Fiber is an essential part of a healthy diet. It helps prevent heart disease; it makes it easier to lose weight; and lengthens lifespan overall. And it also appears to improve the effectiveness of some forms of cancer treatment.

A high fiber diet may help some people being treated for melanoma better respond to immunotherapy by supporting the bacteria naturally present in their digestive system, according to a recent study.

Immunotherapy uses the body’s own immune system to prevent, manage and eradicate cancer. It works by teaching the immune system to recognize and fight certain cancer cells, boosting the power of immune cells to help them get rid of cancer cells, and providing the body with extra factors that enhance the immune response. It does not prevent tumors from growing in some people, but studies have suggested that the composition of bacteria in a person’s gut may play a role in a person’s response to immunotherapy.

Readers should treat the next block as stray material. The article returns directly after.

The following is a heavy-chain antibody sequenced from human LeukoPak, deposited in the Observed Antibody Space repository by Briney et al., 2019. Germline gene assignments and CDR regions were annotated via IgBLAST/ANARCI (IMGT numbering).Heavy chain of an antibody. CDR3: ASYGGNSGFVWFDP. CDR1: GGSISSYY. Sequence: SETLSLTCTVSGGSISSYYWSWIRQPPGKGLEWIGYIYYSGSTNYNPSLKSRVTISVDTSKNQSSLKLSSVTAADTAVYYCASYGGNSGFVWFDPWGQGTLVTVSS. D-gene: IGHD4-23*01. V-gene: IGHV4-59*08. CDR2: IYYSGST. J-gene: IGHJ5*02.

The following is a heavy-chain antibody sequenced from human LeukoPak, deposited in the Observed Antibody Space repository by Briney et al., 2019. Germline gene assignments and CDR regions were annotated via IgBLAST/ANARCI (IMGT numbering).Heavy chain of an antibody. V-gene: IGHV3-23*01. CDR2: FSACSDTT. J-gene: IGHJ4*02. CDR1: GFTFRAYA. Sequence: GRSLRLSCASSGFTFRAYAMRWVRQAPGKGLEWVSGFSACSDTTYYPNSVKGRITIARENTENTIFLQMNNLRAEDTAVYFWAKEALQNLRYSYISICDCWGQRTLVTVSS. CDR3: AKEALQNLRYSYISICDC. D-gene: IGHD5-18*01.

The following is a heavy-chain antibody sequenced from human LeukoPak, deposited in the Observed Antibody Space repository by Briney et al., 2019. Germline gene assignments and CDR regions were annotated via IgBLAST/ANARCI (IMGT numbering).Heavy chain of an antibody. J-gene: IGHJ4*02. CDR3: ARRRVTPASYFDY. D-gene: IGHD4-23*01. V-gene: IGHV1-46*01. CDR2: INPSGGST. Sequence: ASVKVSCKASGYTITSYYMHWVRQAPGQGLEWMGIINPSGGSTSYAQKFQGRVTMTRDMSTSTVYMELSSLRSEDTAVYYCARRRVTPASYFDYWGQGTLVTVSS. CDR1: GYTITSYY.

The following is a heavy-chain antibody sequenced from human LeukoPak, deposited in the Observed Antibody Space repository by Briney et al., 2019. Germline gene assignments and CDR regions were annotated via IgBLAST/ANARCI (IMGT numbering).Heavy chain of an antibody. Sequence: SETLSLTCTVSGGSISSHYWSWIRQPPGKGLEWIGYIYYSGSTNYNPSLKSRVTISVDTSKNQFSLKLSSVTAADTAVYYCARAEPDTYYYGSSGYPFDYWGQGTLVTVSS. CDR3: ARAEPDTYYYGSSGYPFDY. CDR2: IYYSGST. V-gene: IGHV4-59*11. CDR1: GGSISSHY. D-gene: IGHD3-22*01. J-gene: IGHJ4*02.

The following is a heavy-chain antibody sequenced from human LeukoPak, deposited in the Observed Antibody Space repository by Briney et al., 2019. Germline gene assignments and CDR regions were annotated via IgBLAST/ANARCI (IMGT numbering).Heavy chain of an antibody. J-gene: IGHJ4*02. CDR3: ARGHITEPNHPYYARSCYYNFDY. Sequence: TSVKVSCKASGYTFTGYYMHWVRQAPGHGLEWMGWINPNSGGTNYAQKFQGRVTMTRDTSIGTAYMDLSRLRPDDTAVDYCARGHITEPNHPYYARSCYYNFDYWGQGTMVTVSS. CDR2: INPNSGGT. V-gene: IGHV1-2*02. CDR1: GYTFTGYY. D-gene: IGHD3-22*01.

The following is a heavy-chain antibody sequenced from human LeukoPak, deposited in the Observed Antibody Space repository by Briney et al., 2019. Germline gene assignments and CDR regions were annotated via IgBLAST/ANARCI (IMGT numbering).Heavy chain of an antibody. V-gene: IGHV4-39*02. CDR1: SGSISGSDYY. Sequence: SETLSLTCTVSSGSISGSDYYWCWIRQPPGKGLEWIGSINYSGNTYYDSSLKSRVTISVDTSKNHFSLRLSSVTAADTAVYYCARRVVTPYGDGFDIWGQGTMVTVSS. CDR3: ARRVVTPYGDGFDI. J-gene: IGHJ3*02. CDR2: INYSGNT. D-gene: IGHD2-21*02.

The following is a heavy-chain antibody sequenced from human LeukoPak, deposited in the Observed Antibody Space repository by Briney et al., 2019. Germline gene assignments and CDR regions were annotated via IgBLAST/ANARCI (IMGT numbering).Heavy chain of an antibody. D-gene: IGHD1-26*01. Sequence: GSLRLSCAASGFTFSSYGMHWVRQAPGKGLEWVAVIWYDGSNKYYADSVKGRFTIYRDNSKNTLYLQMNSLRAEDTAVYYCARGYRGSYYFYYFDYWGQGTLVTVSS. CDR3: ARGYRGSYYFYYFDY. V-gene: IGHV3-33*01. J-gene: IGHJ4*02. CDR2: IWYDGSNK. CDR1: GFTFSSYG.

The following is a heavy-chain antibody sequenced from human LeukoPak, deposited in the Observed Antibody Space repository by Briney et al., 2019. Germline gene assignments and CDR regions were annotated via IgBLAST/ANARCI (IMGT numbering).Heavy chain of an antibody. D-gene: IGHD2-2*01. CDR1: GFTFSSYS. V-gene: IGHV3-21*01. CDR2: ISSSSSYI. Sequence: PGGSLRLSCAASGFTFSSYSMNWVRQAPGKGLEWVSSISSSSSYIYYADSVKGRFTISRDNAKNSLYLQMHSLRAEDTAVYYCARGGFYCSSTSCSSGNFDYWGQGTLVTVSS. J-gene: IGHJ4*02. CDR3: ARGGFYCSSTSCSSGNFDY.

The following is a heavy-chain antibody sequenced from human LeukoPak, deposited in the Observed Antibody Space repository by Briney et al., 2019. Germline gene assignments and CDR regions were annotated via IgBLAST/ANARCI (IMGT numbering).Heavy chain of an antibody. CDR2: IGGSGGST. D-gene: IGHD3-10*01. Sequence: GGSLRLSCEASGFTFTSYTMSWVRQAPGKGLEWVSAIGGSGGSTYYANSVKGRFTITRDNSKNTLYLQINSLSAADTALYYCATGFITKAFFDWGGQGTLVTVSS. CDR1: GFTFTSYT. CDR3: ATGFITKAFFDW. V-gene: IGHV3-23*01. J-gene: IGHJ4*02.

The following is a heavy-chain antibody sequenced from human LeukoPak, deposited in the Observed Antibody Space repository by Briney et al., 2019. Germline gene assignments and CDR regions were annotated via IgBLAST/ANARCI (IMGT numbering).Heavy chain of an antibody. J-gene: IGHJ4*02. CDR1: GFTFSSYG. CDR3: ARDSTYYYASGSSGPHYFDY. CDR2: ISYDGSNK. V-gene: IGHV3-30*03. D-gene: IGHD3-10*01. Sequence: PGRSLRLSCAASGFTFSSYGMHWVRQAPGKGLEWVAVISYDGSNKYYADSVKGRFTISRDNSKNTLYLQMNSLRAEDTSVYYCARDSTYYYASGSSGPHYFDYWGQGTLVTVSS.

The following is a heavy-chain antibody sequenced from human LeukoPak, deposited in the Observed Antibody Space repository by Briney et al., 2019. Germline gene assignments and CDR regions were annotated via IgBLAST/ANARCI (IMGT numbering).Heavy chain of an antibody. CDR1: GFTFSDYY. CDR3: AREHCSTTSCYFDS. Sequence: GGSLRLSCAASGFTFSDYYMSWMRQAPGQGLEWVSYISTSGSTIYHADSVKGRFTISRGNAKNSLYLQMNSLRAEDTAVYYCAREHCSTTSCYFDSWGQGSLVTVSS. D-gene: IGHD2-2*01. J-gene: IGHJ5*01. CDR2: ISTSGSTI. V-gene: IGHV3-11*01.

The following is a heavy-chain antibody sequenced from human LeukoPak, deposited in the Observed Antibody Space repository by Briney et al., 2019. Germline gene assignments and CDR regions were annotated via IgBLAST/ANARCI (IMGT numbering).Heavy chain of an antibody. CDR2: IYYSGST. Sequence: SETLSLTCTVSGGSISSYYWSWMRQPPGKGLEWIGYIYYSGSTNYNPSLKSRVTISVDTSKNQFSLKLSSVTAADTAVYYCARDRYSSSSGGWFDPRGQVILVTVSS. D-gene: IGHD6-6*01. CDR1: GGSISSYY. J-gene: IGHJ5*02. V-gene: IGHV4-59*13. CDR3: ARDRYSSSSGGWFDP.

For every five-gram increase in daily fiber intake, there was a 30 percent lower risk of cancer progression.

Researchers at the National Cancer Institute and the University of Texas MD Anderson Cancer Center wondered if changing the composition of the gut microbiome by modifying dietary habits and taking probiotic supplements might improve a person’s ability to respond to immunotherapy. They studied the gut microbiome profiles of nearly 440 patients who had melanoma, a particularly dangerous form of skin cancer.

Over 85 percent of the people in the study received immune checkpoint blockade (ICB) therapy. When they began treatment, they were asked to complete a survey on their use of antibiotics and probiotics, and a dietary questionnaire.

Those who consumed sufficient fiber through their diet, at least 20 grams a day, lived the longest without their cancer progressing. A 30 percent lower risk in the progression of cancer was seen for every five-gram increase in daily fiber intake.

Taking a probiotic supplement did not appear to make a difference in outcomes in progression-free survival when compared to people who did not take them. They may have even decreased the effectiveness of immunotherapy.

More research on cancers other than melanoma and larger studies are needed to understand if dietary intervention from the beginning of immunotherapy may be an effective and safe way to improve clinical outcomes.

The study is published in Science.